What's it like to serve fathers? Glad you asked. I recently applied with my county government to be a "volunteer co-facilitator". After four years of working at National Fatherhood Initiative (NFI), I decided to volunteer in my county. After applying (and passing my background check—yay!), I'll spend the next 12+ weeks with 15+ dads sitting in on a program called 24/7 Dad®.
I will share my thoughts along the way. For fatherhood program facilitators, I'll offer tips on running a successful program. For volunteers, I hope to inspire you to get involved with a program or start one in your city. Let's do this...
I admit, that first night, I was nervous to meet dads who signed up for the class. I didn't know what to expect. But, I was quickly reminded of principles used to create the 24/7 Dad® program and just how important fathers and fatherhood program facilitators are.
The Incredible Importance of Fathers
We know the irreplaceable role fathers play in their children's lives. Larger than one family problem, father absence is generational. We say at NFI, "It's difficult to be what you don't see." Children who learn inappropriate fathering often reproduce their experience with their own children.
This is where learning fatherhood skills is for every dad—not just absent dads. Dads are modeling life for our children in our absence and in our presence. In everything we do, we impact our children.
Our 24/7 Dad® program (the 12-week curriculum you can find here) is based on several principles. Let me highlight three of these great principles now.
1. The ability to parent children successfully or unsuccessfully is largely a learned set of behaviors.
At the first program session, the facilitator asked one question to the dads in class, "Who has served as mentor and/or father figure in your life?"
I knew this question was coming. But I had no idea the responses would be so open and honest. I confess—I write about how important fathers are all the time. But after hearing dads tell their story in person, I have a deeper perspective. One dad said, "My dad was never around..." Another dad said, "The streets raised me..."
Where did you learn to be a good father? At home? School? Church? Whether your father was absent or not, you learned what to do and what not to do on some level. We were all modeled something—good or bad.
2. Any father, given the chance, can learn to be a great dad.
You can learn to be a great dad. You don't have to be a perfect dad. Recent research by BabyCenter in Millennial Dads Turn to Digital in Their Moments of Need said, "Millennial dads are more involved in the day-to-day of childcare than any generation before them...88% of millennial dads feel it's at least somewhat important to be the 'perfect dad,'..."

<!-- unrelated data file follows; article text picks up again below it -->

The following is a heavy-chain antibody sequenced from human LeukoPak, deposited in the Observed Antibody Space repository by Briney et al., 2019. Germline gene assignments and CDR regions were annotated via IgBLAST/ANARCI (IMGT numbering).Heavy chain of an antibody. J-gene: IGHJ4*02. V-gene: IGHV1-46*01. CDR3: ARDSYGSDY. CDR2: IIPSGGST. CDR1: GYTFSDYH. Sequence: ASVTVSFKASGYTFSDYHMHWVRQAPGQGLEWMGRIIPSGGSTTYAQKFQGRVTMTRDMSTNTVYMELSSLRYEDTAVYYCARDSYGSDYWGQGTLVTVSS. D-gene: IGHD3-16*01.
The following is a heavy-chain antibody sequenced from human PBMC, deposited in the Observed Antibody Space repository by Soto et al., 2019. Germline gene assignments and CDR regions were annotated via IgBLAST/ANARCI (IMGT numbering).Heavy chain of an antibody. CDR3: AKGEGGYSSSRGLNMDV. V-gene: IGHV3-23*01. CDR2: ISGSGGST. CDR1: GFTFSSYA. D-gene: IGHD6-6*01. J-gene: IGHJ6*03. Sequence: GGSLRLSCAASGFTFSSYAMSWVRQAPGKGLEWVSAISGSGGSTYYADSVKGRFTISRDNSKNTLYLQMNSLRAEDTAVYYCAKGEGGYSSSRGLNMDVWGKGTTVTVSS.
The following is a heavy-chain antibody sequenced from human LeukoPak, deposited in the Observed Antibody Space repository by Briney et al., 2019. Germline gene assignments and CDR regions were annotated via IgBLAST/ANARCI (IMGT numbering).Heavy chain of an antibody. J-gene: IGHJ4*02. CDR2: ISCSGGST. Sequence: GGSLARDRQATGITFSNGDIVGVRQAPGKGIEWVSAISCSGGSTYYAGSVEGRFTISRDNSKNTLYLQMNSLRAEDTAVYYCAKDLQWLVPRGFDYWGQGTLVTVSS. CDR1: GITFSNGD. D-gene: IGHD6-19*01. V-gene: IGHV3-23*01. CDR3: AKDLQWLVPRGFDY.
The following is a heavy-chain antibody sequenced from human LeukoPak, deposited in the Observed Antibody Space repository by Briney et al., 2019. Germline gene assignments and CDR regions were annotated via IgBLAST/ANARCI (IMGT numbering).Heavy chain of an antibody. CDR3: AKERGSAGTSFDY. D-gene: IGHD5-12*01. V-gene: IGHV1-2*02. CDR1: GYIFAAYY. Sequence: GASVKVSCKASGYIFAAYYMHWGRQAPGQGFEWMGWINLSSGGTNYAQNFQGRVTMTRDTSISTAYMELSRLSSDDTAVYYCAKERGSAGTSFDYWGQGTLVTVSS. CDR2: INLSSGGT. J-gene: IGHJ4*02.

More dads want to be involved. Fantastic. But, please don't set yourself up for failure. You can't be the perfect dad, but you can be better. Being better takes learning the skills and practicing those skills.
The dads I see in class are inspiring. Why? Because regardless of the challenge that's led them to this class, they are present. Whether you come to the sessions with a criminal record, you're divorced, about to divorce, don't have a job, about to give up, whatever...being present is the first step. No, there's nothing magically fixed at home just because you show up for a fatherhood class. But, to show up is to start on a different path.
You can learn to be a great dad. Notice I didn't say perfect. I said great.
3. The ability of a facilitator to facilitate effectively is central to success of any fatherhood program.
A fatherhood program is only as good as its facilitator. Successful facilitation takes dedication, skill, and patience. The facilitator must use great curriculum, be trained, and have experience running the program. This takes time, but you know it when you see it.
For example, in our first session, the facilitators needed to balance welcoming the dads and keeping their interest, all while getting applications and pre-program assessments completed. That's a lot of boring paperwork! Our leader explained the importance of each form and let all the dads know what to expect in session one—and that every session would not be a bunch of paperwork!
After the first session, I was reminded that the ability to father is a learned set of skills, that any father can learn to be a great dad, and that a good facilitator is vital to the success of a program. I'll write more about my what I'm learning in the coming weeks. Until then, think about your city. There are fathers who are struggling. You can help them.
Who has served as a mentor or father figure in your life?
Are you a dad looking for help or are you interested in volunteering to help a fatherhood program in your area? Please visit our Fatherhood Program Locator™ to find programs and resources near you.